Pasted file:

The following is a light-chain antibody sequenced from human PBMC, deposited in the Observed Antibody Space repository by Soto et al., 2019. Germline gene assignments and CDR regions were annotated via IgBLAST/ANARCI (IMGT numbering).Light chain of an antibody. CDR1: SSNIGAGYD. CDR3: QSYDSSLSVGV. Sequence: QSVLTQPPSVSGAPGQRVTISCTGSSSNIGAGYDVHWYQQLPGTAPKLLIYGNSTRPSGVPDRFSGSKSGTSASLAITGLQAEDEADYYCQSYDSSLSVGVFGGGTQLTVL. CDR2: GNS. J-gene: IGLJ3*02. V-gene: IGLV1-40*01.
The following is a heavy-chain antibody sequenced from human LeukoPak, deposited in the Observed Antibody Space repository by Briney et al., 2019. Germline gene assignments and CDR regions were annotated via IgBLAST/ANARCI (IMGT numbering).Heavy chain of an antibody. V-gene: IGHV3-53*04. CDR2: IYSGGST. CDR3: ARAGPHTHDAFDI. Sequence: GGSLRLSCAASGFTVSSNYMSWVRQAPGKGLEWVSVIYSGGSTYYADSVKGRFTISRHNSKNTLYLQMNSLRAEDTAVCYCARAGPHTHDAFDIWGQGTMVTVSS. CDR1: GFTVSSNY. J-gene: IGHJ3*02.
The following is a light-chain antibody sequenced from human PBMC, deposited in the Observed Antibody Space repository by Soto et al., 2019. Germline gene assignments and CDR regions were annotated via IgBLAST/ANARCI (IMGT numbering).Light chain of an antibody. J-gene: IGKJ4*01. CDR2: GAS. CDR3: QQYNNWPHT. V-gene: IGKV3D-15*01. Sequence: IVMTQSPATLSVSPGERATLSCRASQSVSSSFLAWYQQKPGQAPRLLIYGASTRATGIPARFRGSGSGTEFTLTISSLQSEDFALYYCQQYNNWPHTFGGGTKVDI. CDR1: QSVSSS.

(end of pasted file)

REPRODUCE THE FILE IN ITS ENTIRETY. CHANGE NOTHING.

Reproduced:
The following is a light-chain antibody sequenced from human PBMC, deposited in the Observed Antibody Space repository by Soto et al., 2019. Germline gene assignments and CDR regions were annotated via IgBLAST/ANARCI (IMGT numbering).Light chain of an antibody. CDR1: SSNIGAGYD. CDR3: QSYDSSLSVGV. Sequence: QSVLTQPPSVSGAPGQRVTISCTGSSSNIGAGYDVHWYQQLPGTAPKLLIYGNSTRPSGVPDRFSGSKSGTSASLAITGLQAEDEADYYCQSYDSSLSVGVFGGGTQLTVL. CDR2: GNS. J-gene: IGLJ3*02. V-gene: IGLV1-40*01.
The following is a heavy-chain antibody sequenced from human LeukoPak, deposited in the Observed Antibody Space repository by Briney et al., 2019. Germline gene assignments and CDR regions were annotated via IgBLAST/ANARCI (IMGT numbering).Heavy chain of an antibody. V-gene: IGHV3-53*04. CDR2: IYSGGST. CDR3: ARAGPHTHDAFDI. Sequence: GGSLRLSCAASGFTVSSNYMSWVRQAPGKGLEWVSVIYSGGSTYYADSVKGRFTISRHNSKNTLYLQMNSLRAEDTAVCYCARAGPHTHDAFDIWGQGTMVTVSS. CDR1: GFTVSSNY. J-gene: IGHJ3*02.
The following is a light-chain antibody sequenced from human PBMC, deposited in the Observed Antibody Space repository by Soto et al., 2019. Germline gene assignments and CDR regions were annotated via IgBLAST/ANARCI (IMGT numbering).Light chain of an antibody. J-gene: IGKJ4*01. CDR2: GAS. CDR3: QQYNNWPHT. V-gene: IGKV3D-15*01. Sequence: IVMTQSPATLSVSPGERATLSCRASQSVSSSFLAWYQQKPGQAPRLLIYGASTRATGIPARFRGSGSGTEFTLTISSLQSEDFALYYCQQYNNWPHTFGGGTKVDI. CDR1: QSVSSS.